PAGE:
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first job LTC need advice

Geriatric   (1,725 Views | 18 Replies)

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good morning!! new grad here. got a job offer a nursing home. any advice on how to develop good relationships with the CNAs, LPNs? advice on time management, proper delegation, etc. any advice is welcome. I am a little nervous. very first nursing job. thank you guys

also, what kind of stuff do you guys think I should bring to work? stethoscope, notepad, etc?

Edited by thecookingnursing

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819Nurse has 15 years experience as a BSN, LPN, RN and specializes in Nursing.

490 Posts; 7,833 Profile Views

Time management and repitition will be your best friend. LTC can be very catty and nit-picky among staff and administration. You will learn alot seeing how this is your first nursing job. You dont need a fancy stethoscope, but you will need one. It's always good to take a note pad too.

If you are an LPN, get you RN fast...then leave. If you are an RN, get your experience fast..... then leave.

Keep in mind, when you pull the layers back when working as a nurse in LTC, you realize it aint nothing but a bunch of baby sitting.

Good luck to you!

Edited by 819Nurse

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buckchaser10 has 3 years experience.

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2 hours ago, 819Nurse said:

Time management and repitition will be your best friend. LTC can be very catty and nit-picky among staff and administration. You will learn alot seeing how this is your first nursing job. You dont need a fancy stethoscope, but you will need one. It's always good to take a note pad too.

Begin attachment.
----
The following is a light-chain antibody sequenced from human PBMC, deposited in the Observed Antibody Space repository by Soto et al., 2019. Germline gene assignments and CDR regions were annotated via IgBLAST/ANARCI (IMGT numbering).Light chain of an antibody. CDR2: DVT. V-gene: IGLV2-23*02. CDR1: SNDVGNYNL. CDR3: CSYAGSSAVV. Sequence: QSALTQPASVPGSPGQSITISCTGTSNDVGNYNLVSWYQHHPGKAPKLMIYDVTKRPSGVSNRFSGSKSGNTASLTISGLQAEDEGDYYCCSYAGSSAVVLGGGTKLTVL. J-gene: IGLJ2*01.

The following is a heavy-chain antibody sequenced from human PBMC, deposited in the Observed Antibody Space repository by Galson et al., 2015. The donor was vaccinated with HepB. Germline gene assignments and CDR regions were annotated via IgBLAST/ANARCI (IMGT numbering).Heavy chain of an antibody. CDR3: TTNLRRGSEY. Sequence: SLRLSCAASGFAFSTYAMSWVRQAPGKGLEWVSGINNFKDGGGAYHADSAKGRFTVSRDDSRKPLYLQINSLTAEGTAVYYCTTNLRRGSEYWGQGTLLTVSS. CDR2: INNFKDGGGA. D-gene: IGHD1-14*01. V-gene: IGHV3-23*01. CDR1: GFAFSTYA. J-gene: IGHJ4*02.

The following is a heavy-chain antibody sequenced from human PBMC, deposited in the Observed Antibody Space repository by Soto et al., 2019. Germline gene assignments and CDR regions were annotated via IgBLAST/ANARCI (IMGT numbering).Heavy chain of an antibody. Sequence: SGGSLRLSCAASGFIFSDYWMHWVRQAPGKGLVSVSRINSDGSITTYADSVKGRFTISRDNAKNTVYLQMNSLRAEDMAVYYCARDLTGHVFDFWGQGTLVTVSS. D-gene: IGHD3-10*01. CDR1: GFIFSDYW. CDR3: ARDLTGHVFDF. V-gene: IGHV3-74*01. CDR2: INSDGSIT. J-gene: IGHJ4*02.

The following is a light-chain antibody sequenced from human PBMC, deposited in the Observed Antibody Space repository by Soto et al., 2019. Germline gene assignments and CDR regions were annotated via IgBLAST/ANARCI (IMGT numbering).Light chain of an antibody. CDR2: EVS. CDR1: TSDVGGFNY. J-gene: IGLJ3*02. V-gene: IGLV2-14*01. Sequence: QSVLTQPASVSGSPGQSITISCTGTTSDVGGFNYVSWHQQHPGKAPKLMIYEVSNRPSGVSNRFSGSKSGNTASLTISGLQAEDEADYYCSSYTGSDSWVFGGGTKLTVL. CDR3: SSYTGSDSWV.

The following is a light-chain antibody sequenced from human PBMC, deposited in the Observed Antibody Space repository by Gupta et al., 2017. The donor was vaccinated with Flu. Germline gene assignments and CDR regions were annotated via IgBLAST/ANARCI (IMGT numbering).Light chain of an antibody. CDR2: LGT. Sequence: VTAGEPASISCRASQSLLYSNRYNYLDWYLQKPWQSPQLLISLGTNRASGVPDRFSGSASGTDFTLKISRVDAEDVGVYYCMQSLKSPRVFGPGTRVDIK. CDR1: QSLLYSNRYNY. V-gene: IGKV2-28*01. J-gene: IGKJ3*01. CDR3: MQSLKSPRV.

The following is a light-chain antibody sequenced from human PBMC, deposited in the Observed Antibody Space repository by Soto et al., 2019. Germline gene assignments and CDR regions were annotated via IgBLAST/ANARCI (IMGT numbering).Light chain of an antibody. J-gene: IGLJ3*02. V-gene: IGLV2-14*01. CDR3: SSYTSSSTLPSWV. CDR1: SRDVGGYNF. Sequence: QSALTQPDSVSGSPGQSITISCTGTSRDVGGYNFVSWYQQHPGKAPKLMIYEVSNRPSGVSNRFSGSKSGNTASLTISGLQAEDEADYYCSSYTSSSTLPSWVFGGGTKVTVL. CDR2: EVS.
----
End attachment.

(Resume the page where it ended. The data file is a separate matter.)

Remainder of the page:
If you are an LPN, get you RN fast...then leave. If you are an RN, get your experience fast..... then leave.

Keep in mind, when you pull the layers back when working as a nurse in LTC, you realize it aint nothing but a bunch of baby sitting.

Good luck to you!

Yeesh harsh words! People always say to get your experience and run but regardless there is always going to be a need for nurses in LTC. What you'll find is often your nurse counterparts are nurses who are winding down their careers and getting ready to retire. This kind of gives you an idea of the environment that it its. Whether it is because it's easier or they just want the connections with residents at the end of their career that's where they often end up. LTC is busy in volume more so than acuity. It isn't uncommon to have 20+ residents that you are responsible for. The LTC I am at the nurses pass all the medications and that is what takes the majority of the nurses time. Between med passes there is charting and treatments but it is a lot more laxed than a lot of hospital work. It is back breaking but rewarding. You may find it's not your thing and that is okay, the experience will do you well. Good luck and I hope you enjoy it!

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amoLucia specializes in LTC.

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3 hours ago, 819Nurse said:

... Keep in mind, when you pull the layers back when working as a nurse in LTC, you realize it aint nothing but a bunch of baby sitting.

819Nurse - Gee! Thanks a lot for the nurse bashing of LTC staff!!

Sorry you must have had some bad experiences, but some of us hang in there because we feel a need to be there. Tough job, yeah, but so seems the rest of the profession in general. You just did a great disservice to all of us in LTC! And that HURTS! I'd like to think that we make/made some major POSITIVE impact on our residents. Never in my LTC career did I ever feel like a babysitter!

buckchaser - Just to let you know, not all of us in LTC are/were winding down in our careers and getting ready to retire. The sad reality is that many nurses in LTC are the young ones, who are still learning. Learning clinical how-to-do skills, people skills, time management skills and others. They're the staff who are struggling.